Lane Clark & Peacock’s Carlos Correia felt that longer-term lock-ins were most likely to appeal to insurers with large market shares but that the smaller players would be more interested in shorter-term contracts – as these would enable them to take more business off their competitors. He also pointed out that insurers who believe they are offering high quality service levels have an incentive to offer lock-ins on the grounds that the longer a scheme remains with them the more likely it is to appreciate the service proposition.
The area in which adviser opinion was most polarised was with regard to whether it would be desirable to see more integration of healthcare and group risk products from providers.
Pessimistic on the subject was i2 Healthcare’s Simon Derby. He said “Health insurance and group risk are different animals and have different renewal times and, although there is a need for organisations to do both, you couldn’t have the same individual doing both in the large corporate market.
“You have to be a master of what you are doing and both fields require great expertise and involve different agendas. People may think they could do it but I’d bet huge money that they couldn’t cope with the complexities and demands of both types of insurance.”
Carlos Correia, however, feels that there will inevitably be more integration between the two camps. Whilst acknowledging that there is a big difference in business practices and cultures and between group health insurance and group risk, he felt that it was quite possible to do both if everyone worked a bit harder. He argued that while individuals within firms would find it challenging to do both streams of business, from a client perspective, offering both options meant an intermediary had a more comprehensive and integrated service.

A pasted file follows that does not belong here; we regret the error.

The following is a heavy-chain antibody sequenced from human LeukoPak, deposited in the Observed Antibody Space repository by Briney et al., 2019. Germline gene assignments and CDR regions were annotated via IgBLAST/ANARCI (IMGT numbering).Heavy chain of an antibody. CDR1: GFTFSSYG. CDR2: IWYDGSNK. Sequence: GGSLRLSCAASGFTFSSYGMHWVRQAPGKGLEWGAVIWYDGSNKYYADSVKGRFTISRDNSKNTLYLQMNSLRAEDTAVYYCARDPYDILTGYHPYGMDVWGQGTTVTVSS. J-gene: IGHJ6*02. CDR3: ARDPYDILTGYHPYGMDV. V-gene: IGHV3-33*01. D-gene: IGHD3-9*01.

He said “Having separate people won’t be sustainable in the long term and there must be some advantage in having integrated programmes. There are cultural divides and I think these have prevented the integration from happening as much as perhaps it might have done.”
Allan Beal, an analyst in the health and risk practice at HSBC, said: “The fact that some income protection providers now include EAPs shows that there is at least now a soft cross-over between group risk and broader healthcare operations but I agree that group risk and healthcare are different animals.”
Stav O”Doherty, director of risk services at Perfect Health argued the goal of true integration between group risk and group PMI was worth fighting for, but was being held back by structural issues within both providers and advisers. She said health and wellbeing solutions could be a valuable part of an integrated strategy because the absence management benefits they offer make claims on group income protection, life and PMI less likely, allowing premiums to be reduced. “The whole point of an integrated strategy is that you are trying to manage the cost of absence at its most basic level, whichever part of the insurer’s menu you are going to tap into, and clients who miss out on this are missing a trick,” she said.